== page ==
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Today's guest essay for Rhapsody's 2012 Dance-Music Spectacular comes from Resident Advisor staff writer and Vancouver resident Andrew Ryce, who's also contributed to Pitchfork, FACT, Little White Earbuds and such. Enjoy.
Though one of the past decade's most essential techno labels started there, people don't often associate Vancouver with electronic music. And that's understandable, given the city's "no-fun" reputation and strict nightlife laws. But the West Coast outpost has been and is still home to some vibrant characters. The city's location on the very far end of North America means that touring British and European talent is harder to procure than more geographically favorable locations like New York, Montreal or Miami. It's a two-way disadvantage, actually, as Vancouver artists have a tougher time breaking out from the tight local scene; I've always thought that the Rocky Mountains were some sort of musical barrier to the rest of the continent.
Everyone knows -- or should know -- that the Wagon Repair imprint came out of Vancouver, once home to techno giants Mathew Jonson and The Mole, but it wasn't long before most of that crew up and took the techno with them in a massive brain-drain to other climes, a symptom of the city's often-frustrating local politics and obstacles. But they didn't exactly leave behind a vacuum. Vancouver's LiGHTA! crew, for example, has been promoting the city's best bass-wise parties since the mid-2000s, and has grown a crop of worthwhile and promising artists in the process.
Bass music has had a hold on Vancouver since that mass exodus, a grip that remains firm even with house and techno on the rise again. Kode9 played here all the way back in 2005, when dubstep was still unknown to most outside the U.K., and we've always had a preoccupation with dub music, probably attributable to the considerable cannabis culture that permeates the arts community. Despite the relative difficulty in securing international acts, Vancouver has seen most of the important names in bass music pass through. The city's drum 'n' bass scene is small but tightly knit, a passionate core of people that has lasted well over a decade with consistent popular nights, while live music thrives with the Mood Hut group, who throw nights of all-live electronic music. Love Dancing, Leisure, Midnight City and Nordic Trax give the city proper house outlets, and Subversive bring names like Function to their esteemed techno parties.
But it's that aforementioned LiGHTA! crew, along with Kuma's Konspiracy Group, who have provided the city with its most fruitful nights of music, and they're a colorful cast of characters themselves. There's Michael Red, who creates gorgeous ambient as Souns and porous dubstep under his given name. Taal Mala is one of the city's most mercurial and viscerally thrilling DJs, mixing grime, garage and dubstep in with his love of IDM, breakcore and jungle, while Max Ulis -- easily the city's fastest rising star -- is a proponent of pitch-black, stripped-back techno and electro typified by his stunning and frigid remix of local duo Evy Jane's "Ohso." Self Evident is one of the city's most eclectic DJs and has an astounding library of productions that crib from innumerable U.K. traditions, while Calamalka -- a former dub head -- has an astounding live set of crunchy hip-hop that leans on analog gear but hits with a sound-system gut-punch. Meanwhile, HxdB produces the city's most colorful and playful garage music, and duo Daega Sound make techno-savvy dubstep that's as beautiful as it is heavy.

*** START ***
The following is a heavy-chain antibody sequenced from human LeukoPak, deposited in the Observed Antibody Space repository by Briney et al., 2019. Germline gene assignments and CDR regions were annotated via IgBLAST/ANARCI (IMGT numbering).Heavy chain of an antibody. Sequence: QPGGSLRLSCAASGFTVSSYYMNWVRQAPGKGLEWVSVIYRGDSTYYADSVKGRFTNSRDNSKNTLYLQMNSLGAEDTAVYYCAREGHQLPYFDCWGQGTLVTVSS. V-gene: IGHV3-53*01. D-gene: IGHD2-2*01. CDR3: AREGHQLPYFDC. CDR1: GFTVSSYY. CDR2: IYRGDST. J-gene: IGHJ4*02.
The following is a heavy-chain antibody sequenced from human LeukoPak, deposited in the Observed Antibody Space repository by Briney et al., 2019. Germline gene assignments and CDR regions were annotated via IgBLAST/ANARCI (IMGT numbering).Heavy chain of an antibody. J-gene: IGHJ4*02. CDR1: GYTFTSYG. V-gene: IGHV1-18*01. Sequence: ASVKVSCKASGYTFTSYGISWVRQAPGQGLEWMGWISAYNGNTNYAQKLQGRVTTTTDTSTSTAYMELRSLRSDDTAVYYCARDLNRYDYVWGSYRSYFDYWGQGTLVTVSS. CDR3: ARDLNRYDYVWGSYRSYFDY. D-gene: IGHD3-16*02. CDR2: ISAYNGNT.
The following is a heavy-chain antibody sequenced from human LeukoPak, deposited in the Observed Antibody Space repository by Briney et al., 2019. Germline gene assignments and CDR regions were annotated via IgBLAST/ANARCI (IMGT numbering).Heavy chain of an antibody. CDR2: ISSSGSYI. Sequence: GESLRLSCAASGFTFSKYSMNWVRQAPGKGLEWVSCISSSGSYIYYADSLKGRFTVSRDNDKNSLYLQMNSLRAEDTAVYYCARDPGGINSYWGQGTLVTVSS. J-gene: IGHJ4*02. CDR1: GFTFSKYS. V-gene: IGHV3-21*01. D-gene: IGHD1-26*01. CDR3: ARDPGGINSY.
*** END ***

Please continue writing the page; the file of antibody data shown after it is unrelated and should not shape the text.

That's a pretty hefty list of names right there, but Vancouver's lacking release infrastructure is another reason why the city's brightest stars often languish in obscurity. Thankfully, that's starting to shift as well. Calgary-based Crude Records has released solid records from LiGHTA!, and Max Ulis started his 10Pin imprint earlier this year. Looming largest is multimedia venture Hybridity, with an already strong release schedule just two discs in.
Hybridity's biggest name is Humans, a Vancouver duo who incorporate guitar, drum machines, synths and live vocals into their set, and who got their start in the indie-rock scene before discovering dance music and evolving from there. Their taut beats hit hard like house, embellished with pop-caliber melodies and scratchy, hoarse vocals that are more sloganeering than lyrical. Also bridging the live/electronic divide are duo Evy Jane, who turn James Blake-style electronics into deeply sensual music, and Meek Odyssey, who incorporate harps and keyboards with angelic vocals for a lighter counterpoint.
These groups are emblematic of Vancouver's growing interest in electronic music from all sectors, creating a fertile field of cross-experimentation that blurs the lines between "DJ" and "live" and is the essence of the city's scene. It contorts and expands the dialogue between bass music and house and everything in between, and Vancouver's relative isolation means these artists are free to come up with their own mongrel hybrids, encouraged by their small but supportive community to be as weird and adventurous as possible. The result is a humble but still thriving scene that's played host to some of dance music's legendary names and some potential future heroes.